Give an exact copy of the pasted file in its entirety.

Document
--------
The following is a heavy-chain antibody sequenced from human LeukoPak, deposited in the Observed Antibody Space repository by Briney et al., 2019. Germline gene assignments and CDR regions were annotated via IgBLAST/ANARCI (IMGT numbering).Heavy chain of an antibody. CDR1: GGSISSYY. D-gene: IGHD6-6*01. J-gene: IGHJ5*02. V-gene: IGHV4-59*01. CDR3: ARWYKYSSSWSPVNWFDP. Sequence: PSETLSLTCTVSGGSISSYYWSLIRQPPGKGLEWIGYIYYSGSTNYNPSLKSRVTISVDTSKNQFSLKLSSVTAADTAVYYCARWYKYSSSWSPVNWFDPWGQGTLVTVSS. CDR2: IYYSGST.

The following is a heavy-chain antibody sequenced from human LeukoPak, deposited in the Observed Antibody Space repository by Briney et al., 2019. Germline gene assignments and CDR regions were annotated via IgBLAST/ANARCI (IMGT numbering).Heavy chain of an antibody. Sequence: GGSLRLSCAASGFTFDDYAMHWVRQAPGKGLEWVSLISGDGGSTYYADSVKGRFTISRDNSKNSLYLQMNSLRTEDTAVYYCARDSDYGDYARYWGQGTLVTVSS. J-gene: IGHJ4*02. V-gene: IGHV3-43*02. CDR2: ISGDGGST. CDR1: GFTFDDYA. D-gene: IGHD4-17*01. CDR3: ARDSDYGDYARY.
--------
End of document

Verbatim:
The following is a heavy-chain antibody sequenced from human LeukoPak, deposited in the Observed Antibody Space repository by Briney et al., 2019. Germline gene assignments and CDR regions were annotated via IgBLAST/ANARCI (IMGT numbering).Heavy chain of an antibody. CDR1: GGSISSYY. D-gene: IGHD6-6*01. J-gene: IGHJ5*02. V-gene: IGHV4-59*01. CDR3: ARWYKYSSSWSPVNWFDP. Sequence: PSETLSLTCTVSGGSISSYYWSLIRQPPGKGLEWIGYIYYSGSTNYNPSLKSRVTISVDTSKNQFSLKLSSVTAADTAVYYCARWYKYSSSWSPVNWFDPWGQGTLVTVSS. CDR2: IYYSGST.

The following is a heavy-chain antibody sequenced from human LeukoPak, deposited in the Observed Antibody Space repository by Briney et al., 2019. Germline gene assignments and CDR regions were annotated via IgBLAST/ANARCI (IMGT numbering).Heavy chain of an antibody. Sequence: GGSLRLSCAASGFTFDDYAMHWVRQAPGKGLEWVSLISGDGGSTYYADSVKGRFTISRDNSKNSLYLQMNSLRTEDTAVYYCARDSDYGDYARYWGQGTLVTVSS. J-gene: IGHJ4*02. V-gene: IGHV3-43*02. CDR2: ISGDGGST. CDR1: GFTFDDYA. D-gene: IGHD4-17*01. CDR3: ARDSDYGDYARY.